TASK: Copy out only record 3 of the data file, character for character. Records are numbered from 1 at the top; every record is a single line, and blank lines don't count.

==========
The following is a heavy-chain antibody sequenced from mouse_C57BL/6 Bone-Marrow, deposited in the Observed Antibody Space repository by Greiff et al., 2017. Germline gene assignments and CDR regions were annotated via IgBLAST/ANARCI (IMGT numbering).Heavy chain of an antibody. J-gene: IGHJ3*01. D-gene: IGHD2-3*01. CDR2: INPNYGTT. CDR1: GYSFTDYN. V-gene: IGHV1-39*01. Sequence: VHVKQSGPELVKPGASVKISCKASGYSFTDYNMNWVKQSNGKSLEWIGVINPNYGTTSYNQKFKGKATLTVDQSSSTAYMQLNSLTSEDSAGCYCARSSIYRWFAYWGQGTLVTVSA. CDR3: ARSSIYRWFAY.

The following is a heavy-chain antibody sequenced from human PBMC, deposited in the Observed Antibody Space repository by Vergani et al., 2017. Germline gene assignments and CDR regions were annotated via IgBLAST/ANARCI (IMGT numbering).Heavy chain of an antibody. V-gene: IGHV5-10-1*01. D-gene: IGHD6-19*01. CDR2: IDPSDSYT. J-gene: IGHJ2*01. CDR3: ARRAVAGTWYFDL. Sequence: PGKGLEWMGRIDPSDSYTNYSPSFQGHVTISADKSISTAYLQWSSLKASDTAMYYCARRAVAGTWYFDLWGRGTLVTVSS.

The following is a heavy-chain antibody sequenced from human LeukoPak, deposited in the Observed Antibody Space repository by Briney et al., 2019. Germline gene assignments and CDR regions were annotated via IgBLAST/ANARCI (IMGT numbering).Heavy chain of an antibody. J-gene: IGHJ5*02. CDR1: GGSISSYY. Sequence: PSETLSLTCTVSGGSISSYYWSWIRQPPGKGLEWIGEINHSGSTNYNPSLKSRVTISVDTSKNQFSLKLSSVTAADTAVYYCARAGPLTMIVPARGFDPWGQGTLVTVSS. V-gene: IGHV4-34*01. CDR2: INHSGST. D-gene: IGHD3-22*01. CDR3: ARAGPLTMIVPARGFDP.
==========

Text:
The following is a heavy-chain antibody sequenced from human LeukoPak, deposited in the Observed Antibody Space repository by Briney et al., 2019. Germline gene assignments and CDR regions were annotated via IgBLAST/ANARCI (IMGT numbering).Heavy chain of an antibody. J-gene: IGHJ5*02. CDR1: GGSISSYY. Sequence: PSETLSLTCTVSGGSISSYYWSWIRQPPGKGLEWIGEINHSGSTNYNPSLKSRVTISVDTSKNQFSLKLSSVTAADTAVYYCARAGPLTMIVPARGFDPWGQGTLVTVSS. V-gene: IGHV4-34*01. CDR2: INHSGST. D-gene: IGHD3-22*01. CDR3: ARAGPLTMIVPARGFDP.